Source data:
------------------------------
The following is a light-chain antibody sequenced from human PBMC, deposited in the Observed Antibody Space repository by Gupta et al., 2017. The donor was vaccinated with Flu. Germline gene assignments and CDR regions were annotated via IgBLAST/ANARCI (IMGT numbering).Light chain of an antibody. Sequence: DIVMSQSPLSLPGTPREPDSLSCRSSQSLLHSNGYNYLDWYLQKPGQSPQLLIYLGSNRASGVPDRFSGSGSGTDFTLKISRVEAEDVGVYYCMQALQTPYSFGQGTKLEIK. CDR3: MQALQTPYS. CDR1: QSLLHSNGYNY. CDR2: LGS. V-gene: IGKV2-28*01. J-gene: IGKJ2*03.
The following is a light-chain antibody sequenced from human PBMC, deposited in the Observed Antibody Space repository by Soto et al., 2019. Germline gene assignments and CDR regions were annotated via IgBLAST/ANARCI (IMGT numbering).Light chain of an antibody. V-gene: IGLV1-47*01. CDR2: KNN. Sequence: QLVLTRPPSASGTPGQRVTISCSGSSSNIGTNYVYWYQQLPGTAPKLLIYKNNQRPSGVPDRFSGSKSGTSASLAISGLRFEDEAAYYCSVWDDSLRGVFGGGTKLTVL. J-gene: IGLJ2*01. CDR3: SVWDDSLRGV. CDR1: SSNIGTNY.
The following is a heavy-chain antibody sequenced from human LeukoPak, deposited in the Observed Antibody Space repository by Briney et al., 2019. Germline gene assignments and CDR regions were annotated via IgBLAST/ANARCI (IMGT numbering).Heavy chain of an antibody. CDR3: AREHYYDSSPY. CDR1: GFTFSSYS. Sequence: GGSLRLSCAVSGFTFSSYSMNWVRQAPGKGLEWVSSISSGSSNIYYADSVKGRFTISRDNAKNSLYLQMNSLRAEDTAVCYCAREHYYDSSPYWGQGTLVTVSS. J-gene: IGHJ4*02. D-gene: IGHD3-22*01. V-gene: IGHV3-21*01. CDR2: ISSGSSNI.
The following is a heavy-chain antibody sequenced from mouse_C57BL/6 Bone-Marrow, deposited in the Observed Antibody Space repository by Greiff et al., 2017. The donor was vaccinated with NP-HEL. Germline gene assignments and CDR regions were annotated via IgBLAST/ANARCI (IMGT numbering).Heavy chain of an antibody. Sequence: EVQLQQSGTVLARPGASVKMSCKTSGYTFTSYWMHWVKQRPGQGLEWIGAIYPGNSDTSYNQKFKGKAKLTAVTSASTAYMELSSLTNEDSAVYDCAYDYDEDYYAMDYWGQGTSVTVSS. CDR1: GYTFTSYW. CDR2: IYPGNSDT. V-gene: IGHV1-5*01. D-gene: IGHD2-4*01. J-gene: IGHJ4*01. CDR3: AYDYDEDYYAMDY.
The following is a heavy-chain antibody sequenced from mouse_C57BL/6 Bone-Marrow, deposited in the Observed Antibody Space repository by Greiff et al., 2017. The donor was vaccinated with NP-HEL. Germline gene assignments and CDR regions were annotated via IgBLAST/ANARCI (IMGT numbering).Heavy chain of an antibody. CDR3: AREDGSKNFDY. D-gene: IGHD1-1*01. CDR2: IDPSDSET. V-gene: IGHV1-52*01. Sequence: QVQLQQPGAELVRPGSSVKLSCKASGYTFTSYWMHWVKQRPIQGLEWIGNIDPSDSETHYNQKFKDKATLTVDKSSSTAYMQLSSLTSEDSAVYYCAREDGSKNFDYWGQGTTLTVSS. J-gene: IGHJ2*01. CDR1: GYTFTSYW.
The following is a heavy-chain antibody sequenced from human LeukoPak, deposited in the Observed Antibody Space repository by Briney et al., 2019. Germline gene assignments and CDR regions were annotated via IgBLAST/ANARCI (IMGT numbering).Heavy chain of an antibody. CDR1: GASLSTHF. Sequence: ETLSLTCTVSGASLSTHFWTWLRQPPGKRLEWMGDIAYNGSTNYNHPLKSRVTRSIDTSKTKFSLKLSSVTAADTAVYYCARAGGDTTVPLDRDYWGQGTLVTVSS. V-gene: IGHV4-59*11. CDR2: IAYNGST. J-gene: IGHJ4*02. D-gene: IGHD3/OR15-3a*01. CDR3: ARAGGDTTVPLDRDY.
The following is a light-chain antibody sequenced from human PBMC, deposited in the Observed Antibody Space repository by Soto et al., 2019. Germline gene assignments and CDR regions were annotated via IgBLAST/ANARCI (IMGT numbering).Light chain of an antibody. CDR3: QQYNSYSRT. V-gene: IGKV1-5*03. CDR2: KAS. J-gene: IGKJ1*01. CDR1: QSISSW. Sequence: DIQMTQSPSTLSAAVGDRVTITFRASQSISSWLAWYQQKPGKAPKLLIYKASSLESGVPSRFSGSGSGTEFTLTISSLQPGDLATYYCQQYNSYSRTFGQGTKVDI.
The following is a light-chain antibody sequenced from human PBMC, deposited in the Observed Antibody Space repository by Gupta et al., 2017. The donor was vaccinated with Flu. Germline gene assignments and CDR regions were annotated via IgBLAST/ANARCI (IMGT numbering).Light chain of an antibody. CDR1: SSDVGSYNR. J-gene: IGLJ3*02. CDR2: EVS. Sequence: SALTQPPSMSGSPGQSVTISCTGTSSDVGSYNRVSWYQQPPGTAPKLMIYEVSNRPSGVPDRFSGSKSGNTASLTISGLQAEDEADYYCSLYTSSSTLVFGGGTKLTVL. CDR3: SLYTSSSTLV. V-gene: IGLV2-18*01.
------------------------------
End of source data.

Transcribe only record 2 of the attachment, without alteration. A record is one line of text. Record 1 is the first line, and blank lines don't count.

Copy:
The following is a light-chain antibody sequenced from human PBMC, deposited in the Observed Antibody Space repository by Soto et al., 2019. Germline gene assignments and CDR regions were annotated via IgBLAST/ANARCI (IMGT numbering).Light chain of an antibody. V-gene: IGLV1-47*01. CDR2: KNN. Sequence: QLVLTRPPSASGTPGQRVTISCSGSSSNIGTNYVYWYQQLPGTAPKLLIYKNNQRPSGVPDRFSGSKSGTSASLAISGLRFEDEAAYYCSVWDDSLRGVFGGGTKLTVL. J-gene: IGLJ2*01. CDR3: SVWDDSLRGV. CDR1: SSNIGTNY.